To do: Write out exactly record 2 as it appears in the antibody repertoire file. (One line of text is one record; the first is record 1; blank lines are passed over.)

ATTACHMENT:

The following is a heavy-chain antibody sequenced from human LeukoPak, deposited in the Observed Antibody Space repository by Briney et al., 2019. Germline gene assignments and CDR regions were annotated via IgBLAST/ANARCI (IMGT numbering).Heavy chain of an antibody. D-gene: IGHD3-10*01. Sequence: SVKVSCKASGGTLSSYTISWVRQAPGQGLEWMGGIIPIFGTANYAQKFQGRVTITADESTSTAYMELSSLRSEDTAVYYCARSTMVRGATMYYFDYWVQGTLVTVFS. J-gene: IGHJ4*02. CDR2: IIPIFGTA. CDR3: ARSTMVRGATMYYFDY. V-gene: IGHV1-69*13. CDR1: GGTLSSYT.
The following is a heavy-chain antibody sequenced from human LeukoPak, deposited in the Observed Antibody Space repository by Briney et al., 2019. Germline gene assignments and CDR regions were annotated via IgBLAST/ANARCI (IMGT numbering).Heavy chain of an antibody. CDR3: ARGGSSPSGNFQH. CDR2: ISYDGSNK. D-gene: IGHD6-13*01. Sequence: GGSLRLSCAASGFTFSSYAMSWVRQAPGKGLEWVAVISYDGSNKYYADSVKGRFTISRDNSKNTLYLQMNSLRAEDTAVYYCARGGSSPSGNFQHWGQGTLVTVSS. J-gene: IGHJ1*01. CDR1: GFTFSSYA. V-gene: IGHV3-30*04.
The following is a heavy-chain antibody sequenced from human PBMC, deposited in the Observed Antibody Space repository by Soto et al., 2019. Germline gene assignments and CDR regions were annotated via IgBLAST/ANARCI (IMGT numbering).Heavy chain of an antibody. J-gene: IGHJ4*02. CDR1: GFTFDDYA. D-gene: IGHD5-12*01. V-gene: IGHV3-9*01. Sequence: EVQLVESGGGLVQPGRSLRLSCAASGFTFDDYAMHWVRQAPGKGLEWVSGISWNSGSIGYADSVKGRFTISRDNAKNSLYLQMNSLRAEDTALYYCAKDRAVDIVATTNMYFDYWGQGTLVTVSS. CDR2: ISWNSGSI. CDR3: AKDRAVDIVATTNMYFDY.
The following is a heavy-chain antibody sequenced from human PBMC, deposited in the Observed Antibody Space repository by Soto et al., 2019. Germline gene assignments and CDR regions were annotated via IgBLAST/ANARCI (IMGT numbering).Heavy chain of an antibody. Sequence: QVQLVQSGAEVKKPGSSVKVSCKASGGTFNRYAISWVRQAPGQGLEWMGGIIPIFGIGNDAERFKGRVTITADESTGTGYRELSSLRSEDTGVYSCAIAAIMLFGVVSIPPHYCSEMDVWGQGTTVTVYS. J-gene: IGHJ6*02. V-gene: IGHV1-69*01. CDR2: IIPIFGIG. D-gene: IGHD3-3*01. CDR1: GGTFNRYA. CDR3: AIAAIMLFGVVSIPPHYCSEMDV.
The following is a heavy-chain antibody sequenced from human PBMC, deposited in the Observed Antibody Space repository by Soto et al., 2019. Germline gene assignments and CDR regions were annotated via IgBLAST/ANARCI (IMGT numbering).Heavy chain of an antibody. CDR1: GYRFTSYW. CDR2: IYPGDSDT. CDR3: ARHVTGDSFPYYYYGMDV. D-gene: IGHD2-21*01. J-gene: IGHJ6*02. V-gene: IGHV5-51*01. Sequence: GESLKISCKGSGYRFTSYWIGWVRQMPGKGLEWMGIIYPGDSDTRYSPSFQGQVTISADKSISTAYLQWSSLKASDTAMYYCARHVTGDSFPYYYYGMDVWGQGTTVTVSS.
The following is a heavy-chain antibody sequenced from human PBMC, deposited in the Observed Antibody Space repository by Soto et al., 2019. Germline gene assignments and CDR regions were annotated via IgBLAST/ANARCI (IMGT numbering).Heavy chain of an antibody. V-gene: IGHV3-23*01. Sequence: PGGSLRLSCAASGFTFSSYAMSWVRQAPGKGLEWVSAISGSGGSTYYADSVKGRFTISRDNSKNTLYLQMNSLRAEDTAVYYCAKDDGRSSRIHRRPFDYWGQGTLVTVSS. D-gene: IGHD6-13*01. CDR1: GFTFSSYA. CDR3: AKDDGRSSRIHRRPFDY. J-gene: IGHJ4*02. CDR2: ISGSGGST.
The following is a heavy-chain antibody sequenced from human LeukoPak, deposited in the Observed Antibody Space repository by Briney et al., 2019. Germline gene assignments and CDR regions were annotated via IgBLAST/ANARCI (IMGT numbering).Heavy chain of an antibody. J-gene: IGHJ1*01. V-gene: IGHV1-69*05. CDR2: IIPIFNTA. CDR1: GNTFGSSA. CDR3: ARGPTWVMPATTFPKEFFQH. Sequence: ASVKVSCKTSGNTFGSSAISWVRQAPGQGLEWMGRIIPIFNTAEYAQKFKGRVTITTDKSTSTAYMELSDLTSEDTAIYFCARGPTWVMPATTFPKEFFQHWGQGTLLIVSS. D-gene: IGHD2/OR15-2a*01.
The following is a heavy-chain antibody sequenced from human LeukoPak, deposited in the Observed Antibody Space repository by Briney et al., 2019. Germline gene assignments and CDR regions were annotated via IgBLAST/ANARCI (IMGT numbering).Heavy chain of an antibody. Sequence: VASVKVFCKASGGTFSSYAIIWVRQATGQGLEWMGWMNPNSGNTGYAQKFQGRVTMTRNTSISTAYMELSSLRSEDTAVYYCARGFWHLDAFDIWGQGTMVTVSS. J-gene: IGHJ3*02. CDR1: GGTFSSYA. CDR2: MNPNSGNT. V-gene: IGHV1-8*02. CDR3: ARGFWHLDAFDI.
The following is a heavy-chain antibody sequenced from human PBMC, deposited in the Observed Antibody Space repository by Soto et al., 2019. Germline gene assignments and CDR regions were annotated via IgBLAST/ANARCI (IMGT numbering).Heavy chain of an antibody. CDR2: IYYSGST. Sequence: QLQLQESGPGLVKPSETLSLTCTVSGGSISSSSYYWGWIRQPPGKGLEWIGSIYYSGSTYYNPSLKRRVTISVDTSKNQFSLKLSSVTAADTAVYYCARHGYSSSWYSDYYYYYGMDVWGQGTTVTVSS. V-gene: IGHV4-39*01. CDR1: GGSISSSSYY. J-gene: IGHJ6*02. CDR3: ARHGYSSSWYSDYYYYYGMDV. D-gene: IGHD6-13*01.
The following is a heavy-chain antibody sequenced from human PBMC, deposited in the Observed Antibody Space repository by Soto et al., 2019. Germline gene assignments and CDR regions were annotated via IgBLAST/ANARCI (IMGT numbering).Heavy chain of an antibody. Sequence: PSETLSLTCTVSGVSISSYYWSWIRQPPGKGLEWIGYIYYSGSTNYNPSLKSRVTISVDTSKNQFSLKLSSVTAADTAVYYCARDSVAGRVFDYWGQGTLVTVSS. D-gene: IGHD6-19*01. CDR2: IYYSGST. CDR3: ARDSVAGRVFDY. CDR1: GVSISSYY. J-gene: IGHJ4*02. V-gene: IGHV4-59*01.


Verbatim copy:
The following is a heavy-chain antibody sequenced from human LeukoPak, deposited in the Observed Antibody Space repository by Briney et al., 2019. Germline gene assignments and CDR regions were annotated via IgBLAST/ANARCI (IMGT numbering).Heavy chain of an antibody. CDR3: ARGGSSPSGNFQH. CDR2: ISYDGSNK. D-gene: IGHD6-13*01. Sequence: GGSLRLSCAASGFTFSSYAMSWVRQAPGKGLEWVAVISYDGSNKYYADSVKGRFTISRDNSKNTLYLQMNSLRAEDTAVYYCARGGSSPSGNFQHWGQGTLVTVSS. J-gene: IGHJ1*01. CDR1: GFTFSSYA. V-gene: IGHV3-30*04.